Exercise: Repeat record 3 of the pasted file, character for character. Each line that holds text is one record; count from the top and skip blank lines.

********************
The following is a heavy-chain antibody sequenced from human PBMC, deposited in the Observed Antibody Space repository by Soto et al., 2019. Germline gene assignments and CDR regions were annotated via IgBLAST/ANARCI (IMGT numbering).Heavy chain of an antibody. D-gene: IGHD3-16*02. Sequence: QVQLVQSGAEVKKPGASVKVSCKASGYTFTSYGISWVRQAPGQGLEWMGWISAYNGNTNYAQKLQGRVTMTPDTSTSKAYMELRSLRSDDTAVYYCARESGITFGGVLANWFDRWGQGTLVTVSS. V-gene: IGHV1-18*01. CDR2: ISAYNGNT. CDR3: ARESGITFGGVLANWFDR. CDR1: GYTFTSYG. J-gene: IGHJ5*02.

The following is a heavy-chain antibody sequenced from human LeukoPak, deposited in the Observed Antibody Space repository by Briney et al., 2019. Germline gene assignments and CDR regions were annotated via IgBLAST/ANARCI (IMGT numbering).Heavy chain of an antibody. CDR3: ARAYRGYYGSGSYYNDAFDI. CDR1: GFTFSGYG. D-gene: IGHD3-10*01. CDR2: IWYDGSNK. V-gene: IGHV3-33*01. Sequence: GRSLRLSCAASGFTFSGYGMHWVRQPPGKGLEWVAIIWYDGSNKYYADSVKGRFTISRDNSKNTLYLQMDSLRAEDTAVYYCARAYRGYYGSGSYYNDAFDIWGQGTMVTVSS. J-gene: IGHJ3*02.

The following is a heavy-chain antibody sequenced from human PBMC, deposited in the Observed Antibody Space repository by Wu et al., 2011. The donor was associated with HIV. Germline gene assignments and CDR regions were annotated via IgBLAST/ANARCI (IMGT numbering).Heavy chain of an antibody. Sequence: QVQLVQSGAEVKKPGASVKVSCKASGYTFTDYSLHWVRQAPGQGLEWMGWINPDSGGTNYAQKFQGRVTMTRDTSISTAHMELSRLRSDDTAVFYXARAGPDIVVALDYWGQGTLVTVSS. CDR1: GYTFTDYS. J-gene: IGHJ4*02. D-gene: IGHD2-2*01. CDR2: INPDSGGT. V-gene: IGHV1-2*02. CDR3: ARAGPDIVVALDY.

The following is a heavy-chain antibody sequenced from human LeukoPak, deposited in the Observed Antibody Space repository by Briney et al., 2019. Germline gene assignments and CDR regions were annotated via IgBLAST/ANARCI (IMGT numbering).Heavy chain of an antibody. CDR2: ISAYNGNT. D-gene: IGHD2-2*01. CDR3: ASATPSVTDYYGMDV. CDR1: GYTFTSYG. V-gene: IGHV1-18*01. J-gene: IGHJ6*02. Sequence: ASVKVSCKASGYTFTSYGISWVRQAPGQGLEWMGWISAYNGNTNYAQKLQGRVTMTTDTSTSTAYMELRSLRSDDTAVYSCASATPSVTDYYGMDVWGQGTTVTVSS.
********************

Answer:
The following is a heavy-chain antibody sequenced from human PBMC, deposited in the Observed Antibody Space repository by Wu et al., 2011. The donor was associated with HIV. Germline gene assignments and CDR regions were annotated via IgBLAST/ANARCI (IMGT numbering).Heavy chain of an antibody. Sequence: QVQLVQSGAEVKKPGASVKVSCKASGYTFTDYSLHWVRQAPGQGLEWMGWINPDSGGTNYAQKFQGRVTMTRDTSISTAHMELSRLRSDDTAVFYXARAGPDIVVALDYWGQGTLVTVSS. CDR1: GYTFTDYS. J-gene: IGHJ4*02. D-gene: IGHD2-2*01. CDR2: INPDSGGT. V-gene: IGHV1-2*02. CDR3: ARAGPDIVVALDY.